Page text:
85 students, including two from Ottawa, have returned home after two weeks of learning about climate change, exploring and encountering wildlife in the Arctic and western Greenland.

The two-week expedition put on by “Students on Ice” allowed students to be immersed in local culture and learn about the challenges facing the Arctic.

“It’s a critical time right now in the Arctic. It's changing so quickly,” said expedition leader Geoff Green. “I really think engaging our youth at this early stage in their life is important for all of us."

A homecoming event in Ottawa was a chance for students to share what they learned.

“I just learned how climate change is affecting these people, not being able to fish as much in the winter, go out on the ice, it's more dangerous and so I’m hoping to bring that back and let my friends and colleagues know about that,” said Micah May from Nelson, B.C.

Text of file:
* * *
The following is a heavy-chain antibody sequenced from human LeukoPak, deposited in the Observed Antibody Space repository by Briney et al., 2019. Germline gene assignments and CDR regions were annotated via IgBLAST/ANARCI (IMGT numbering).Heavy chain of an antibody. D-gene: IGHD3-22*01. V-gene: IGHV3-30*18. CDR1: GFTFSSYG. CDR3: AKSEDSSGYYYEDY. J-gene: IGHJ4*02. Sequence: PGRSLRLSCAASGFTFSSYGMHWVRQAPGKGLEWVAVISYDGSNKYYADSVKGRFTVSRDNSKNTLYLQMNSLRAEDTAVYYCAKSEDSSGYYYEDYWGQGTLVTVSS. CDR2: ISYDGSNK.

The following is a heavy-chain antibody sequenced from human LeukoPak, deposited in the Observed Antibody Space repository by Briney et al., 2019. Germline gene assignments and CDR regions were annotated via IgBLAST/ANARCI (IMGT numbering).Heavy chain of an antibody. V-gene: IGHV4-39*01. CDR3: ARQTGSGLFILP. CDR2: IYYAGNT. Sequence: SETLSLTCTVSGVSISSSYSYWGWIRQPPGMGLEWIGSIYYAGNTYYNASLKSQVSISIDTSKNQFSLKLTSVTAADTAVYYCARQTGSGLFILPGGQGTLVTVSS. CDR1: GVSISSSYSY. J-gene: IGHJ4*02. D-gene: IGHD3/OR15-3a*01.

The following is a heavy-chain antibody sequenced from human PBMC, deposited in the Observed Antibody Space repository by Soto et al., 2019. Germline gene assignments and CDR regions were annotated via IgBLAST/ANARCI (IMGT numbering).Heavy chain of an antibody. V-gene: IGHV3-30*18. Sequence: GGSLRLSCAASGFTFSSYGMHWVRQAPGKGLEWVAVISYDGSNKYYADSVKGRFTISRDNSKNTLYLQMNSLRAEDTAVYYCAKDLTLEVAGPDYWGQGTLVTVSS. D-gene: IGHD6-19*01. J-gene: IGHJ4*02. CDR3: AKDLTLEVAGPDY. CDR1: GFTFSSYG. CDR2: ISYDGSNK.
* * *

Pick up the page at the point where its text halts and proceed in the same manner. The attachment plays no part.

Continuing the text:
Students also saw a number of polar bears along the way.

“We saw 11 in one day and they're just so beautiful and so majestic,” said Ottawa student Madison Mackey. “They just love the land and I don't want to see it going away.”

“No photograph, no song, no poetry, no image, no book can possibly describe the Arctic,” said Kieran Shepherd, a paleobiologist at the Museum of Nature. “You have to go there, you have to see it and experience it.”

With a report from CTV’s Katie Griffin